Sunday, August 9, 2009

Dikshitar Krithis and learning Sanskrit

Sri Muthuswamy Dikshitar's krithis are a good way to pick up new Sanskrit words. I was listening to the following composition:

Pura Hara Nandana Ripu kula Panchana
Sikindra Vahana Mahendra Paalana

This song is set in Mohan Kalyani raga, and I used to wonder to which deity Dikshitar has devoted this song. I felt "vahana" meaning vehicle should provide a clue, since each Hindu god is associated with a particular animal as vehicle. But, "Sikindra" was not an obvious animal name. Looking up, I found "Siki" is another word for Peacock (the more common word we know is "Mayur"), and that essesntially meant the deity that Dikshitar is referring to is Lord Muruga. Every time I listen to a Dikshitar krithi, I am amazed by his knowledge and rigor in applying them to his compositions.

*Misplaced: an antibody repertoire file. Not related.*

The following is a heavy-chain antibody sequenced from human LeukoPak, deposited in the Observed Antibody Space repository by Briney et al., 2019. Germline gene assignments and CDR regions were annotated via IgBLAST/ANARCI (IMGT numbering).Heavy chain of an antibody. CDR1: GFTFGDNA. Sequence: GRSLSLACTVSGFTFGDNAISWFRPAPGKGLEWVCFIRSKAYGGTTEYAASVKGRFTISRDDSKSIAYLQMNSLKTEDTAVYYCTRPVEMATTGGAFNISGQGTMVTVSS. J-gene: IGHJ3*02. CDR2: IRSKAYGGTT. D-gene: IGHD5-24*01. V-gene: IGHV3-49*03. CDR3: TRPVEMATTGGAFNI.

2 comments:

BALAJI K said...

hi,
I am so delighted to see your views and writings on Dikshithar Krithis ; I enjoy it! Regarding the song - as you said it is on Lord Muruga only, as you may see the first line you referred "Pura Hara Nandana" - pura hara refers to 'thripura samahara murthi-lord Parameshwara and Nandana means "son" . "Pura hara nandana" is "son of the one who demolished Pura" and that is Subhrammanya or Muruga . This is my opinion! Is it ok?

Obuls Daddy said...

Glad you are delighted. Absolutely - you are right on, interpreting "Pura Hara Nandana" from the first line itself. I wasn't familiar with that historical or mythological reference (which city was demolished?!), but learned that later as well.